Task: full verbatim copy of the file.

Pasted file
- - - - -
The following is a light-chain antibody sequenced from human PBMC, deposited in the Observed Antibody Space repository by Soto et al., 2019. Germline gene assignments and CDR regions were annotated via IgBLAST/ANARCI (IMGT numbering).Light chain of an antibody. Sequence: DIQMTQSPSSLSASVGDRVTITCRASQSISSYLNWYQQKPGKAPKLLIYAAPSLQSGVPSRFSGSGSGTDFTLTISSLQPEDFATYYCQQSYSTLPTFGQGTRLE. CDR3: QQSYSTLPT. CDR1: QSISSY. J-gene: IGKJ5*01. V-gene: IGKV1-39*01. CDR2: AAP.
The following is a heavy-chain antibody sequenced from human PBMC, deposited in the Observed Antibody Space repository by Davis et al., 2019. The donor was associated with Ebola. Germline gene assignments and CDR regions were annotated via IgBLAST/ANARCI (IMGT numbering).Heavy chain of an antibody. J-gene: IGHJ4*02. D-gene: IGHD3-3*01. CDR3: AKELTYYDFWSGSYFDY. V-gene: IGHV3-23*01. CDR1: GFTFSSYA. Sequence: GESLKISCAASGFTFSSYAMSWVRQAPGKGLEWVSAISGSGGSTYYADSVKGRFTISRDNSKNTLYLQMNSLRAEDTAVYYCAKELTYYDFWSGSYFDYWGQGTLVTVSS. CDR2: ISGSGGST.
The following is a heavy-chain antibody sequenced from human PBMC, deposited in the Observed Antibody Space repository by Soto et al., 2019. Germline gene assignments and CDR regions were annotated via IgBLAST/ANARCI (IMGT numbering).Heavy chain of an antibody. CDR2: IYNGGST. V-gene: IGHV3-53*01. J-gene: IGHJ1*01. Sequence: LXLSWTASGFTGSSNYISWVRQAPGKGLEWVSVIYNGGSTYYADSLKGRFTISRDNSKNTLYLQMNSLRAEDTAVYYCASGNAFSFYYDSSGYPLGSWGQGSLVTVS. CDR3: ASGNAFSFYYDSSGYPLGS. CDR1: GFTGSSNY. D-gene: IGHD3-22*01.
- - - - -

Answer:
The following is a light-chain antibody sequenced from human PBMC, deposited in the Observed Antibody Space repository by Soto et al., 2019. Germline gene assignments and CDR regions were annotated via IgBLAST/ANARCI (IMGT numbering).Light chain of an antibody. Sequence: DIQMTQSPSSLSASVGDRVTITCRASQSISSYLNWYQQKPGKAPKLLIYAAPSLQSGVPSRFSGSGSGTDFTLTISSLQPEDFATYYCQQSYSTLPTFGQGTRLE. CDR3: QQSYSTLPT. CDR1: QSISSY. J-gene: IGKJ5*01. V-gene: IGKV1-39*01. CDR2: AAP.
The following is a heavy-chain antibody sequenced from human PBMC, deposited in the Observed Antibody Space repository by Davis et al., 2019. The donor was associated with Ebola. Germline gene assignments and CDR regions were annotated via IgBLAST/ANARCI (IMGT numbering).Heavy chain of an antibody. J-gene: IGHJ4*02. D-gene: IGHD3-3*01. CDR3: AKELTYYDFWSGSYFDY. V-gene: IGHV3-23*01. CDR1: GFTFSSYA. Sequence: GESLKISCAASGFTFSSYAMSWVRQAPGKGLEWVSAISGSGGSTYYADSVKGRFTISRDNSKNTLYLQMNSLRAEDTAVYYCAKELTYYDFWSGSYFDYWGQGTLVTVSS. CDR2: ISGSGGST.
The following is a heavy-chain antibody sequenced from human PBMC, deposited in the Observed Antibody Space repository by Soto et al., 2019. Germline gene assignments and CDR regions were annotated via IgBLAST/ANARCI (IMGT numbering).Heavy chain of an antibody. CDR2: IYNGGST. V-gene: IGHV3-53*01. J-gene: IGHJ1*01. Sequence: LXLSWTASGFTGSSNYISWVRQAPGKGLEWVSVIYNGGSTYYADSLKGRFTISRDNSKNTLYLQMNSLRAEDTAVYYCASGNAFSFYYDSSGYPLGSWGQGSLVTVS. CDR3: ASGNAFSFYYDSSGYPLGS. CDR1: GFTGSSNY. D-gene: IGHD3-22*01.